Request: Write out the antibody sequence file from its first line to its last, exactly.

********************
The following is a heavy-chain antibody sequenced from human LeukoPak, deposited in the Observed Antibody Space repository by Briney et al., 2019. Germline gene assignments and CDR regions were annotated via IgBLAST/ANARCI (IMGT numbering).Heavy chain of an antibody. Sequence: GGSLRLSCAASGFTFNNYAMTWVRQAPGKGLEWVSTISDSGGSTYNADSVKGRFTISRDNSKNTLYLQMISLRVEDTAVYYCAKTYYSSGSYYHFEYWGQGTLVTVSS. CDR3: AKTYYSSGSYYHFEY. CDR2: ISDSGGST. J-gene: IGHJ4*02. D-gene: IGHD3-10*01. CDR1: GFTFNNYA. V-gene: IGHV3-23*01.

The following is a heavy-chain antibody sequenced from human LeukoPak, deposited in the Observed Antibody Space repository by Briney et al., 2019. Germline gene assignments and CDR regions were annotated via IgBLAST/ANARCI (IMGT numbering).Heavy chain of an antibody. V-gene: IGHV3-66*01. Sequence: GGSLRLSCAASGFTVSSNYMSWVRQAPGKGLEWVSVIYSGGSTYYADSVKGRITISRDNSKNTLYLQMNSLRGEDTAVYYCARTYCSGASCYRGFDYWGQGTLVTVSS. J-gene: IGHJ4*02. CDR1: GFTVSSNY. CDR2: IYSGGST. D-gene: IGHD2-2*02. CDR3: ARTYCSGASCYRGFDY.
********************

The following is a heavy-chain antibody sequenced from human LeukoPak, deposited in the Observed Antibody Space repository by Briney et al., 2019. Germline gene assignments and CDR regions were annotated via IgBLAST/ANARCI (IMGT numbering).Heavy chain of an antibody. Sequence: GGSLRLSCAASGFTFNNYAMTWVRQAPGKGLEWVSTISDSGGSTYNADSVKGRFTISRDNSKNTLYLQMISLRVEDTAVYYCAKTYYSSGSYYHFEYWGQGTLVTVSS. CDR3: AKTYYSSGSYYHFEY. CDR2: ISDSGGST. J-gene: IGHJ4*02. D-gene: IGHD3-10*01. CDR1: GFTFNNYA. V-gene: IGHV3-23*01.

The following is a heavy-chain antibody sequenced from human LeukoPak, deposited in the Observed Antibody Space repository by Briney et al., 2019. Germline gene assignments and CDR regions were annotated via IgBLAST/ANARCI (IMGT numbering).Heavy chain of an antibody. V-gene: IGHV3-66*01. Sequence: GGSLRLSCAASGFTVSSNYMSWVRQAPGKGLEWVSVIYSGGSTYYADSVKGRITISRDNSKNTLYLQMNSLRGEDTAVYYCARTYCSGASCYRGFDYWGQGTLVTVSS. J-gene: IGHJ4*02. CDR1: GFTVSSNY. CDR2: IYSGGST. D-gene: IGHD2-2*02. CDR3: ARTYCSGASCYRGFDY.